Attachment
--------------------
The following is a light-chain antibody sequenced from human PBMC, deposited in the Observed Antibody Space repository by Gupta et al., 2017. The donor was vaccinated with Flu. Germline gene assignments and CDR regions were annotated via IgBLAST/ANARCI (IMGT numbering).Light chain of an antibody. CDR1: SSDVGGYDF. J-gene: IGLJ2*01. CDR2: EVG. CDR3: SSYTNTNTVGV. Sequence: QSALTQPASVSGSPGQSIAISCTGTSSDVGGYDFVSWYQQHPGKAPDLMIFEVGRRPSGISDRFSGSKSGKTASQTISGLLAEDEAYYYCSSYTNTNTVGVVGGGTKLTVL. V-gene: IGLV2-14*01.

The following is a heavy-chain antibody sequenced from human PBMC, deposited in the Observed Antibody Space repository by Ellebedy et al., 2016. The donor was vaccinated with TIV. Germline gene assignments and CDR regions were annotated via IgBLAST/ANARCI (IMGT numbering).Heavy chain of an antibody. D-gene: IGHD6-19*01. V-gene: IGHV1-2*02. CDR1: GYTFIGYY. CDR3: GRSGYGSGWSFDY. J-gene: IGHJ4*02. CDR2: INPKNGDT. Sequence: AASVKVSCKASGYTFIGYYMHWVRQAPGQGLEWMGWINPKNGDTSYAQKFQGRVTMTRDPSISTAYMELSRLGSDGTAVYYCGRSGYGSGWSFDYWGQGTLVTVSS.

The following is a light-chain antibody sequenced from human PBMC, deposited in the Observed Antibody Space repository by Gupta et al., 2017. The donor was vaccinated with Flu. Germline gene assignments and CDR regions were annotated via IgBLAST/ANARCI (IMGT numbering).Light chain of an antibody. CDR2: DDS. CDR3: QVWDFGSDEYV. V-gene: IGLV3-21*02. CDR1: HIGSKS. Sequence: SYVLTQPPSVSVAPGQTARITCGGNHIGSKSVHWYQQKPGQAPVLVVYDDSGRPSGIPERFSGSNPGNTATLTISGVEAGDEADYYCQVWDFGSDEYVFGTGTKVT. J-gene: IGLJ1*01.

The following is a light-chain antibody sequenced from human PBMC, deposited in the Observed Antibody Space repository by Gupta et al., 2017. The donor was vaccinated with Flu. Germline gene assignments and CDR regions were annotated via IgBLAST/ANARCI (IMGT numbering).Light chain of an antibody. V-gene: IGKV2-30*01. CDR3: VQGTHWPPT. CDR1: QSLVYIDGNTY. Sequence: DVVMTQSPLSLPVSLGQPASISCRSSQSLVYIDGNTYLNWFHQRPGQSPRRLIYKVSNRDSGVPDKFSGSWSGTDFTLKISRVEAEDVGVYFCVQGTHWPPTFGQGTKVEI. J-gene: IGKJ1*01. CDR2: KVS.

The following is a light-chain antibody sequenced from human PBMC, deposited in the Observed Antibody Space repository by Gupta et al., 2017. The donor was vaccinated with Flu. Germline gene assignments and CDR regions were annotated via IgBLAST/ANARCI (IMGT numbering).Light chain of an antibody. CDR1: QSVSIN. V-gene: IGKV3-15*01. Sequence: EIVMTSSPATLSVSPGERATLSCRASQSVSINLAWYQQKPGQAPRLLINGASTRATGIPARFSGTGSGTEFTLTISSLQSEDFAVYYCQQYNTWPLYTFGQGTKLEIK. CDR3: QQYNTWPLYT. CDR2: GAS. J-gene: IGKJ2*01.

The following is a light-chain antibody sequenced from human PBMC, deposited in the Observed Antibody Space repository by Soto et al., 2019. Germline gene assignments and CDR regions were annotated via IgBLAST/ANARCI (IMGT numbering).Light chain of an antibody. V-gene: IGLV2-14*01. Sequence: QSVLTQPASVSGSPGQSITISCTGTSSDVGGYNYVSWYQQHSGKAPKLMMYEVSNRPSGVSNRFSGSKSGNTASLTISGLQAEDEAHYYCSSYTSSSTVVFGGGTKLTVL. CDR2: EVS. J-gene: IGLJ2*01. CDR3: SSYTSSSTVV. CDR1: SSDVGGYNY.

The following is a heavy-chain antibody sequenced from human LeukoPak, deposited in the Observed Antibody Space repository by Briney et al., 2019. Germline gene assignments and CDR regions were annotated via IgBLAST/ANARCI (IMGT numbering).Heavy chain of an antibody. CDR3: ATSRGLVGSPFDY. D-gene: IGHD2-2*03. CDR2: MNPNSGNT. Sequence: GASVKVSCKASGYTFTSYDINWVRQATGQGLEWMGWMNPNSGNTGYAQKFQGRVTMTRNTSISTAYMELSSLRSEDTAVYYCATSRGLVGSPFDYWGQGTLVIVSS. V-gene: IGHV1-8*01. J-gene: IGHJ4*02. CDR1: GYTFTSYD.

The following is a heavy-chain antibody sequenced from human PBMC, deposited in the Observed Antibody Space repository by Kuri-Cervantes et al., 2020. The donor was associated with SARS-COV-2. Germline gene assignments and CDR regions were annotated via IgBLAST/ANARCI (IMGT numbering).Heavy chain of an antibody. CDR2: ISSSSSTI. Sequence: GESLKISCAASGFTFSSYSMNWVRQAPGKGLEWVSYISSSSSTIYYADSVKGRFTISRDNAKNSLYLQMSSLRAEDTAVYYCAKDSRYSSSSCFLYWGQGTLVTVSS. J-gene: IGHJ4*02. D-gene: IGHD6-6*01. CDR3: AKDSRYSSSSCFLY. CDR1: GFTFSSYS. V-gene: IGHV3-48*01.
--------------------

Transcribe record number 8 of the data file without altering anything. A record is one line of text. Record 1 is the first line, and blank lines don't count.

The following is a heavy-chain antibody sequenced from human PBMC, deposited in the Observed Antibody Space repository by Kuri-Cervantes et al., 2020. The donor was associated with SARS-COV-2. Germline gene assignments and CDR regions were annotated via IgBLAST/ANARCI (IMGT numbering).Heavy chain of an antibody. CDR2: ISSSSSTI. Sequence: GESLKISCAASGFTFSSYSMNWVRQAPGKGLEWVSYISSSSSTIYYADSVKGRFTISRDNAKNSLYLQMSSLRAEDTAVYYCAKDSRYSSSSCFLYWGQGTLVTVSS. J-gene: IGHJ4*02. D-gene: IGHD6-6*01. CDR3: AKDSRYSSSSCFLY. CDR1: GFTFSSYS. V-gene: IGHV3-48*01.